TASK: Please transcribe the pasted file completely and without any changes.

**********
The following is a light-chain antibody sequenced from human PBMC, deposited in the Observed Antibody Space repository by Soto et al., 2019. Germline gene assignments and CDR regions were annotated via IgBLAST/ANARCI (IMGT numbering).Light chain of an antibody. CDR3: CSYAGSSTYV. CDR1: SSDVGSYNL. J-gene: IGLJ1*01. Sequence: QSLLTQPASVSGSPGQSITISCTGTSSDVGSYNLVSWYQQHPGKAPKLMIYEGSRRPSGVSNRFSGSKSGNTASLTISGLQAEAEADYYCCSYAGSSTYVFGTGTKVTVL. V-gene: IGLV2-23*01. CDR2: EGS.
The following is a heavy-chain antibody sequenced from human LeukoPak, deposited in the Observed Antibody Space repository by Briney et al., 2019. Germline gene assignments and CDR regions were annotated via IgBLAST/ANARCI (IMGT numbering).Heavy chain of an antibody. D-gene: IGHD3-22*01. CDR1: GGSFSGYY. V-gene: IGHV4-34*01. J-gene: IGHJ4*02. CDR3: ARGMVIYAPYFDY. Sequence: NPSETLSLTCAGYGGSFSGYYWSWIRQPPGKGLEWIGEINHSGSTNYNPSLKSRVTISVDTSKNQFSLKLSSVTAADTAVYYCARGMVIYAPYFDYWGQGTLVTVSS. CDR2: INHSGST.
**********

The following is a light-chain antibody sequenced from human PBMC, deposited in the Observed Antibody Space repository by Soto et al., 2019. Germline gene assignments and CDR regions were annotated via IgBLAST/ANARCI (IMGT numbering).Light chain of an antibody. CDR3: CSYAGSSTYV. CDR1: SSDVGSYNL. J-gene: IGLJ1*01. Sequence: QSLLTQPASVSGSPGQSITISCTGTSSDVGSYNLVSWYQQHPGKAPKLMIYEGSRRPSGVSNRFSGSKSGNTASLTISGLQAEAEADYYCCSYAGSSTYVFGTGTKVTVL. V-gene: IGLV2-23*01. CDR2: EGS.
The following is a heavy-chain antibody sequenced from human LeukoPak, deposited in the Observed Antibody Space repository by Briney et al., 2019. Germline gene assignments and CDR regions were annotated via IgBLAST/ANARCI (IMGT numbering).Heavy chain of an antibody. D-gene: IGHD3-22*01. CDR1: GGSFSGYY. V-gene: IGHV4-34*01. J-gene: IGHJ4*02. CDR3: ARGMVIYAPYFDY. Sequence: NPSETLSLTCAGYGGSFSGYYWSWIRQPPGKGLEWIGEINHSGSTNYNPSLKSRVTISVDTSKNQFSLKLSSVTAADTAVYYCARGMVIYAPYFDYWGQGTLVTVSS. CDR2: INHSGST.